Soroptimists celebrate 25 years of helping women

Mary Johnson, Gail Pierce, and Ellen Edwards, members of Soroptimist International of South Whidbey show off a few of the more than 20 unique purses filled with valuable prizes and gift cards that will be featured at the silent and live auction of the 25th Anniversary Celebration. - Photo courtesy of Soroptimist International of South Whidbey
Mary Johnson, Gail Pierce, and Ellen Edwards, members of Soroptimist International of South Whidbey show off a few of the more than 20 unique purses filled with valuable prizes and gift cards that will be featured at the silent and live auction of the 25th Anniversary Celebration.
— image credit: Photo courtesy of Soroptimist International of South Whidbey

Whatever is best for women is their main goal.

They are sisters in a historic cause that has blended the Latin words of “soror” and “optima” to identify themselves as the world’s Soroptimists.

Loosely translated, the word means “best for women.” But there is nothing ambiguous about how Soroptimist International of South Whidbey Island has translated its singular goal into 25 years of dedication to making sure other women can do their best.

They will gather to celebrate the best of women among them, and their big anniversary, from 6:30 to 8:30 p.m. Thursday, Oct. 22 at Greenbank Farm’s main barn. The night will include a “Purses for Purpose” fundraising auction.

Founded in 1921, the Soroptimists is an international volunteer organization for business and professional women who work to improve the lives of women and girls in local communities and throughout the world.

Soroptimist International has approximately 95,000 members in more than 120 countries who contribute time and financial support to community-based and international projects. The Soroptimists of South Whidbey are proud to celebrate a quarter century of helping women and girls in the local community.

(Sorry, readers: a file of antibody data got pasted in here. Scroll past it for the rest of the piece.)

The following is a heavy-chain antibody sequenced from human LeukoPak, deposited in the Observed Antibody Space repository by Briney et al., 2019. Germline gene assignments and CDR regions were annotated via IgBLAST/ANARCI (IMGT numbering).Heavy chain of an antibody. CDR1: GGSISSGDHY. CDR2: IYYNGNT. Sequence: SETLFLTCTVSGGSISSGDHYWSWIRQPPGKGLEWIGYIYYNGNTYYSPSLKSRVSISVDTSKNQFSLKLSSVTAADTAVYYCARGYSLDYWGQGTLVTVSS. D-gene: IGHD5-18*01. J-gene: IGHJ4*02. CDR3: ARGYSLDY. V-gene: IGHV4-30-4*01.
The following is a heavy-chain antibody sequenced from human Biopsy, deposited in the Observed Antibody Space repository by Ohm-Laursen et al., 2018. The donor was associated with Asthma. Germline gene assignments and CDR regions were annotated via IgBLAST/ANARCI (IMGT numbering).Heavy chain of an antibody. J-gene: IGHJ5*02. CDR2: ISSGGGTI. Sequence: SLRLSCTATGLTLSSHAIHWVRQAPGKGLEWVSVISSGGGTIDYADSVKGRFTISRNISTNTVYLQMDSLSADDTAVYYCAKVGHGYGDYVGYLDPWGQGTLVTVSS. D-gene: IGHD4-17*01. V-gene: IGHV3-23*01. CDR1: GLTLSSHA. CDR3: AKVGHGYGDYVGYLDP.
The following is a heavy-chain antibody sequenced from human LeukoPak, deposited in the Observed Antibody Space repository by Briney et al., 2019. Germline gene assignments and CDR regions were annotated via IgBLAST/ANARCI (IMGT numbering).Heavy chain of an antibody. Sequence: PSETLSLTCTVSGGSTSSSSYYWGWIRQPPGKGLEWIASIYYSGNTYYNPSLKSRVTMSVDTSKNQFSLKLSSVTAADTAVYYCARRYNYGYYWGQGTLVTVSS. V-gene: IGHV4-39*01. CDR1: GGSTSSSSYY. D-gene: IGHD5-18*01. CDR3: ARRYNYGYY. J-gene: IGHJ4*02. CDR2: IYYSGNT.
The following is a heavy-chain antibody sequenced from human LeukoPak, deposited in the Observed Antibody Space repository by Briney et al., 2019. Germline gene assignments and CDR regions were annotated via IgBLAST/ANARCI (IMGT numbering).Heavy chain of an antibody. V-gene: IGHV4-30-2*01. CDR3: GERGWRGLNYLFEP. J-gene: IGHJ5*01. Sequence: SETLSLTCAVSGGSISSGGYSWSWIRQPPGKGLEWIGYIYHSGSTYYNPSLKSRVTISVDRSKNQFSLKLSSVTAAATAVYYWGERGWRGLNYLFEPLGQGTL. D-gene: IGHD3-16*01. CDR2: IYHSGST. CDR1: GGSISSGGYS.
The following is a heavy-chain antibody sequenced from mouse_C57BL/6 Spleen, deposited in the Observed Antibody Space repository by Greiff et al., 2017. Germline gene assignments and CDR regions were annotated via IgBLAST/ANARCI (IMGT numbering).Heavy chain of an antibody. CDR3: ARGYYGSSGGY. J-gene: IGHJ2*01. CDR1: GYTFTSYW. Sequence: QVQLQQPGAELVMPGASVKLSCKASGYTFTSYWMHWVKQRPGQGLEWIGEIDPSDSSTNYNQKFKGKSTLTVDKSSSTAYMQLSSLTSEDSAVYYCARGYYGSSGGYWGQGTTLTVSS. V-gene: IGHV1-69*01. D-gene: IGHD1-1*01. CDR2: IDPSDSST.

Current president Gail Pierce is proud, too, of what the Soroptimists have accomplished locally, and can easily recall a number of projects that have made a difference through the years. Longtime residents may readily remember those efforts: the haunted house at the fairgrounds, the production of a Whidbey Island Calendar, sponsorship of the volunteer-built Castle Park more than 20 years ago, and the Crisis Nursery Project that served a number of families for several years.

Today, folks may be familiar with current projects such as the Island Girls “Live Their Dreams” Daycamp and the “Heart of a Woman” program which provided heart-screening for hundreds of women in conjunction with Whidbey General Hospital’s Wellness Program, an effort that included follow-up workshops for those at risk for heart disease.

Local Soroptimists also sponsor “Kicking and Screaming,” a self-defense training workshop for girls, as well as having begun the “S Club,” a community service club at South Whidbey High School.

Pierce, too, is particularly proud of the organization’s involvement with affordable housing.

“As current president, I have the opportunity to select a focus project, and mine is related to affordable and transitional housing on South Whidbey,” Pierce said.